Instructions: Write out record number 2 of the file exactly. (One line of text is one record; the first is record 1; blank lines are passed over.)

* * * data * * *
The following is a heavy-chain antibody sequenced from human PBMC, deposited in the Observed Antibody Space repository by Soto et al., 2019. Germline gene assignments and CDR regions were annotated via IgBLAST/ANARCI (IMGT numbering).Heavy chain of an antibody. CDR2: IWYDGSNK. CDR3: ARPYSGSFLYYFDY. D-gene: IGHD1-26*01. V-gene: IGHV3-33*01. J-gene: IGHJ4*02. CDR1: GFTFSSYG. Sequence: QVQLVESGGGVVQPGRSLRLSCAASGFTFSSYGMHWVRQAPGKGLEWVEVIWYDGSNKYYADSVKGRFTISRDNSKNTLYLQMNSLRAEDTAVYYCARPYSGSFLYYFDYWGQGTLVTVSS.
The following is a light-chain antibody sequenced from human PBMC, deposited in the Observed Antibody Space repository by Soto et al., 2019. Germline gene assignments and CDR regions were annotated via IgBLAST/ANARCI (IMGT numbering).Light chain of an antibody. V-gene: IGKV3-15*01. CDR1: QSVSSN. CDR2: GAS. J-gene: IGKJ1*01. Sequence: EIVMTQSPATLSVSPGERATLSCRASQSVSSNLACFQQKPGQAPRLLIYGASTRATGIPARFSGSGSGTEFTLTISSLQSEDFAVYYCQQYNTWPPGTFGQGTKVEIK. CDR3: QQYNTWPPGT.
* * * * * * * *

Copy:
The following is a light-chain antibody sequenced from human PBMC, deposited in the Observed Antibody Space repository by Soto et al., 2019. Germline gene assignments and CDR regions were annotated via IgBLAST/ANARCI (IMGT numbering).Light chain of an antibody. V-gene: IGKV3-15*01. CDR1: QSVSSN. CDR2: GAS. J-gene: IGKJ1*01. Sequence: EIVMTQSPATLSVSPGERATLSCRASQSVSSNLACFQQKPGQAPRLLIYGASTRATGIPARFSGSGSGTEFTLTISSLQSEDFAVYYCQQYNTWPPGTFGQGTKVEIK. CDR3: QQYNTWPPGT.